Struggling dolphin dies in polluted New York City canal

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A distressed dolphin died on Friday after wandering into a notoriously polluted New York City canal, according to a marine research group that was monitoring the animal.

The animal, a common dolphin, died in the shallow waters of Brooklyn’s Gowanus Canal, said Valentina Sherlock, an employee at The Riverhead Foundation for Marine Research and Preservation, whose biologists were keeping watch over the dolphin on behalf of police and the National Oceanic and Atmospheric Administration (NOAA).

A decision on what to do with the carcass would likely be made on Saturday, Sherlock said.

Earlier in the day, the animal appeared to be disoriented and seemed to be struggling to avoid getting stuck in the muddy floor of the shallow canal, said Mendy Garron, a marine mammals response coordinator from NOAA.

“When we see animals that come in, especially this far, and get into these situations they are typically very disoriented, and it’s an indicator that they’re either sick or injured,” Garron said, adding that healthy common dolphins are rarely seen separated from their pod.

“They usually don’t survive these types of stranding events,” she said.

The dolphin’s sex and age were unknown.

Some New Yorkers who visited the dolphin on Friday took to the Internet to describe its plight.

“This is stupid and I’m sorry, but it does seem like dolphin is looking up at humans for help,” Dave Bry, a writer who lives in New York, wrote on Twitter as he watched the scene from a bridge over the canal. “Jeez. Could that be?”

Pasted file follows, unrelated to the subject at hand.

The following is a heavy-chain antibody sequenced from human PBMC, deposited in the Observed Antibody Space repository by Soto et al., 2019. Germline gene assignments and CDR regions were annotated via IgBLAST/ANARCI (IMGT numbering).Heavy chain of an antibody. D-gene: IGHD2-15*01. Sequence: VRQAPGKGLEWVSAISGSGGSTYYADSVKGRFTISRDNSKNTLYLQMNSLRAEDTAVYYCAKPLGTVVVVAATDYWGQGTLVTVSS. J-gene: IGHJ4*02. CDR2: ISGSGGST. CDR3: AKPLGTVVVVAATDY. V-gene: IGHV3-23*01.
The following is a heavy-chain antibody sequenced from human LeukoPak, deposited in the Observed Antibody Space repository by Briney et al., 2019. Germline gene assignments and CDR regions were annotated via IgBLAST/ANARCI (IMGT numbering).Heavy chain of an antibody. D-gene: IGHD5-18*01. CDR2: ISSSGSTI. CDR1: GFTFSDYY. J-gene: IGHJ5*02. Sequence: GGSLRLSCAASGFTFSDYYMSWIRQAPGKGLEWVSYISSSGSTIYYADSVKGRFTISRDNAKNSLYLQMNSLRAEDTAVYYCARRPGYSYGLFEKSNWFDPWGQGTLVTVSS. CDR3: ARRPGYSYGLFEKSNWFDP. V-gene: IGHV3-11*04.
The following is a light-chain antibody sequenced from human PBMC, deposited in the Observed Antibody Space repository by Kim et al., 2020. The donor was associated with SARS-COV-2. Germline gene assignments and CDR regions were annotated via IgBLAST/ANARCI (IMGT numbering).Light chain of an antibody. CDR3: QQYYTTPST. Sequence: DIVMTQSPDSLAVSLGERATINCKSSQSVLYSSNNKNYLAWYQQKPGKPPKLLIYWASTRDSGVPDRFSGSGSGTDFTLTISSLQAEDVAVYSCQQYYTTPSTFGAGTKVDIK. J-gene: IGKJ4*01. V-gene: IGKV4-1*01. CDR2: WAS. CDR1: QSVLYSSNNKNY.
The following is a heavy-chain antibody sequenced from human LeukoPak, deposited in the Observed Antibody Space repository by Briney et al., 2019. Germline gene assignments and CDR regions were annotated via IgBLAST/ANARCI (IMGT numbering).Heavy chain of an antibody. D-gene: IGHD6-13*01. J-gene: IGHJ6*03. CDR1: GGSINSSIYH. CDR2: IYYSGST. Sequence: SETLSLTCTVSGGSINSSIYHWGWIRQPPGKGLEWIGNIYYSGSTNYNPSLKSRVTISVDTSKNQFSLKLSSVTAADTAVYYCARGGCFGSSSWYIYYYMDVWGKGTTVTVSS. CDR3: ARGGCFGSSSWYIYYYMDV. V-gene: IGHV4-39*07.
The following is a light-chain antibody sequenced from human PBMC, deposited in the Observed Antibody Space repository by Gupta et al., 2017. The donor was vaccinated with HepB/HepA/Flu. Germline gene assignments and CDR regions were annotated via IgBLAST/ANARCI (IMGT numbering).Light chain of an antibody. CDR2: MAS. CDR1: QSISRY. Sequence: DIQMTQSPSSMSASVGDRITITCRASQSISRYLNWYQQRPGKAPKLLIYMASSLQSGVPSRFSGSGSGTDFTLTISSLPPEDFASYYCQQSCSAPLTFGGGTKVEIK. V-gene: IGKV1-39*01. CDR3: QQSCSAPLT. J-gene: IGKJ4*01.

The Environmental Protection Agency declared the Gowanus Canal a Superfund site in 2010, calling it one of the country’s “most extensively contaminated water bodies,” laced with heavy metals, coal tar wastes and other pollutants from the factories and tanneries that have lined its banks.

The EPA is still working on its plan to spend hundreds of millions of dollars of federal money to clean up the canal.

In late December, a finback whale died after beaching in the New York City borough of Queens.

Source: Chicago Tribune


  • Ben Hedges

    Nine million people in New York couldn't save a Dolphin. Typical of overpaid under performing Scientists who do nothing but swallow up tax dollars and hold press conferences.

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